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In the fall of 1970, when I was six years old, I reached into a box of Kellogg’s Corn Flakes and pulled out a 3D football card for a San Francisco 49ers running back named Ken Willard. I’d never heard of Willard (or probably any other football player), and I had only the vaguest sense of where San Francisco was, but at that point Willard immediately became my favorite player and the 49ers became my favorite team. Nearly half a century later, that is still the case. So I’m very excited about the Niners earning a spot in Super Bowl LIV by defeating the Packers in yesterday’s NFC Championship Game.
That makes no sense, of course. Willard and all his teammates have long since retired, the roster has turned over umpteen times, ownership has changed, and the team doesn’t even play in San Francisco anymore. By any reasonable standard, the team I root for today has little if any relation to the team I first began rooting for as a result of that Corn Flakes card. And yet I feel as passionate about the 49ers today as I ever have.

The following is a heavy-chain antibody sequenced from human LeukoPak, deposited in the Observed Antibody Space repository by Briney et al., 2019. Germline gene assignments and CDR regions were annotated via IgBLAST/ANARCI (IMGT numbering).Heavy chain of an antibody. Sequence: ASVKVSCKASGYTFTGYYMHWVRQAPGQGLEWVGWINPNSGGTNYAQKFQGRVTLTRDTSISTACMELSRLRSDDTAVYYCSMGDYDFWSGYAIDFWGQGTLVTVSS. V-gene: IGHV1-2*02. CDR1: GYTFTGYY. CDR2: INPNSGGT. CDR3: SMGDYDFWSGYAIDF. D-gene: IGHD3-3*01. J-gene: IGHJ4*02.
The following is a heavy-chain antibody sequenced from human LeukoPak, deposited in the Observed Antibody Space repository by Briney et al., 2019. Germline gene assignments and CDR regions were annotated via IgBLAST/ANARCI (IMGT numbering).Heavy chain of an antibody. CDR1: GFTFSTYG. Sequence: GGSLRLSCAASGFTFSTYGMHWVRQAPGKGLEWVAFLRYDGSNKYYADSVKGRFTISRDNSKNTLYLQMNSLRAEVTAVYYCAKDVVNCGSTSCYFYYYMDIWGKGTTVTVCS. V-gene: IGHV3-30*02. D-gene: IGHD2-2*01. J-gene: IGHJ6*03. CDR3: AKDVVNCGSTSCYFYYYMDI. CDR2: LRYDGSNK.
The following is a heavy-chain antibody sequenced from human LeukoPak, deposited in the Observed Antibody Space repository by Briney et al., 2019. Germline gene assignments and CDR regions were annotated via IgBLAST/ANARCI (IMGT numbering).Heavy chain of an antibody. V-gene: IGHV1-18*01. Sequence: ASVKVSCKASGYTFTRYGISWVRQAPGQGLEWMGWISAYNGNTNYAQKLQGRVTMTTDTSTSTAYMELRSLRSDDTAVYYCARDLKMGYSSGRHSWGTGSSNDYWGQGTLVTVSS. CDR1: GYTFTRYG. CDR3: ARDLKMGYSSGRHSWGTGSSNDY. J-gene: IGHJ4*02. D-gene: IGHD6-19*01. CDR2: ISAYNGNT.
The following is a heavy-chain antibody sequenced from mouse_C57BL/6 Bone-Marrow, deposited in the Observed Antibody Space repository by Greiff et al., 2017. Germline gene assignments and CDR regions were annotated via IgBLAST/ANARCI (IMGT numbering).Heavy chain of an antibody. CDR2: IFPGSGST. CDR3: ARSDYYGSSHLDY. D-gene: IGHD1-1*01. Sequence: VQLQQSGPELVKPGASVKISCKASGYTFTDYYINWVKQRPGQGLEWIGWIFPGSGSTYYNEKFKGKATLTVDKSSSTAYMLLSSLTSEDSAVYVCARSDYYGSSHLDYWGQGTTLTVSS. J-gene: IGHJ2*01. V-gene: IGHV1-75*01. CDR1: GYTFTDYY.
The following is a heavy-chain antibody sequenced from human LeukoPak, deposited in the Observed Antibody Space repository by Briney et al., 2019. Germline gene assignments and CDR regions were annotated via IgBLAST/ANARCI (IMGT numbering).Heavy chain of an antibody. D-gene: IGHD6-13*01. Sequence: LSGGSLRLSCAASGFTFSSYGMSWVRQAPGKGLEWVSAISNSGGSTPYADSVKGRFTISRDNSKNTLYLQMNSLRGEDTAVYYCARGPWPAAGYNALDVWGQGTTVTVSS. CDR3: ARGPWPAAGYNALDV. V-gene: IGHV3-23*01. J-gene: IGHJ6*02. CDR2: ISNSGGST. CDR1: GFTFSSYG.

That, my friends, is the power of a uniform. For 50 years, I have rooted for any and every player wearing that 49ers uniform. It’s not rational, it makes no sense, but it’s a very powerful thing. It’s a great example of how, as I’ve said many times before, rooting for a team is probably the greatest example of brand loyalty on our consumer landscape.
As for yesterday’s games, I thought they both looked great, but I’m not aware of any uni-notable moments from either of them. Fortunately, Super Bowl scholar Jay Braiman contributed the following observation:
All four teams playing on Sunday had letters of the alphabet in their helmet logos, and all four starting quarterbacks wore double-digit numbers. That had never happened before in the Super Bowl era. The only time all four Super Bowl semifinalists had letters in their helmet logos was 1984-85 (49ers, Bears, Dolphins, Steelers), but the Bears started Steve Fuller, wearing No. 4, in the NFC title game. (The other quarterbacks were Joe Montana [No. 16], Dan Marino [No. 13], and Mark Malone [No. 16].)
The last time all four starting QBs wore double-digit numbers was 1990-91: Jeff Hostetler (No. 15), Montana, Jim Kelly (No. 12) and Jay Schroeder (No. 13). Before that it happened in 1981-82 (Montana, Danny White (No. 11), Ken Anderson (No. 14) and Dan Fouts (No. 14), and fairly regularly prior to that. But those years all featured at least one team that didn’t have letters as part of its helmet logo.